Iran-Europe: Iranian National Oil Company head Ahmad Qalehbani said on 20 February that Iran could cut crude exports to other European Union nations, in addition to France and the United Kingdom, if the member states continue to take hostile action against Iran.

Comment: Iran is playing hard ball. A cut in Iranian oil exports to Greece, for example, would undermine the austerity measures enacted by the Greek government as a condition for the European bailout. Greece could become insolvent even with the European bailout.

Iran-Beijing: Update. Chinese leaders disapprove of Iran's oil ban against France and the United Kingdom, a Chinese Foreign Ministry spokesman said. He said China hopes all sides can return to dialogue as soon as possible. China and India have agreed to cut oil imports from Iran by 10%.

Comment: While supportive of the US policy, the cuts are politically symbolic, not substantive.

Greece- European Union: On 21 February, Greece received approval for a second bailout, after eurozone ministers approved a 130 billion euro ($172 billion) package in exchange for austerity measures and strict conditions.

Eurogroup President Jean-Claude Juncker said the agreement was far-reaching and involved the private sector. For example, Greece announced on 21 February that it will pursue legislation to enforce losses on bondholders who do not participate in a voluntary bond swap plan.

The eurogroup also announced it will debate the draft "Two-Pack" of European Union (EU) rules that would give the European Commission administrative powers in countries that have sought international assistance to avoid bankruptcy. The rules also would allow for enhanced surveillance in countries deemed at risk of severe financial disturbance.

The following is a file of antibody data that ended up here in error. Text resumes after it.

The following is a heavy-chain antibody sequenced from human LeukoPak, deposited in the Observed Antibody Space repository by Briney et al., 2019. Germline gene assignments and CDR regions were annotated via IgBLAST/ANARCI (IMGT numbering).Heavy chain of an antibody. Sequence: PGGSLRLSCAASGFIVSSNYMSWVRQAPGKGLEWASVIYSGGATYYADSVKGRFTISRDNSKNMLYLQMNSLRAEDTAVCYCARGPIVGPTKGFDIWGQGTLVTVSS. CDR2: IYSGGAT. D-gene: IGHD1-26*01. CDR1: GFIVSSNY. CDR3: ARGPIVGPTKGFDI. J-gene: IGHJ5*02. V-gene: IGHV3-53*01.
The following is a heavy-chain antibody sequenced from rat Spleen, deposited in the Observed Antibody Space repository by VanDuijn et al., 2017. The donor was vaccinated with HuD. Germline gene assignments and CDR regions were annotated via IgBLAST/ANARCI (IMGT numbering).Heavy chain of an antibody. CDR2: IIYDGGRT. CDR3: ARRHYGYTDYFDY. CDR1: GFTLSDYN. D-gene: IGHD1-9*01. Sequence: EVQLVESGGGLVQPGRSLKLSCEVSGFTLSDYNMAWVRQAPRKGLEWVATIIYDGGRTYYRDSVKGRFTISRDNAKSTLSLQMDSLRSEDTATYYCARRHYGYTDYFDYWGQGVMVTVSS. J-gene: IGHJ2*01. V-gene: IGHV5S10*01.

The European Commission should create a strengthened, permanent ground presence in Greece, according to a eurogroup statement released after reaching the agreement on a second Greek bailout.

Comment: NightWatch joins those analysts who described the bailout as a Band-Aid and point out that it is a manifestation of a temporizing strategy that has not worked in nearly a decade -- using liquidity to buy time for prosperity to resume.

The objective is to build investor confidence that Greece is on the path towards recovery. However, there are no reported major new investments in Greece. This bailout money seems likely to disappear, like the last.

Greece has no prospect of prosperity for at least half a generation -- the time it would take for productivity to rebound, if it can. Long before productivity improves, the bailout funds will have run out. The bailout, however, might rescue some Greek banks for a time, but not Greece. An extreme right- or left-wing revolution is more likely to occur before economic recovery.

A point worth noting is that the International Monetary Fund (IMF) is a contributor to the bailout fund, which means US  government funds have been committed to bailout Greece.

End of NightWatch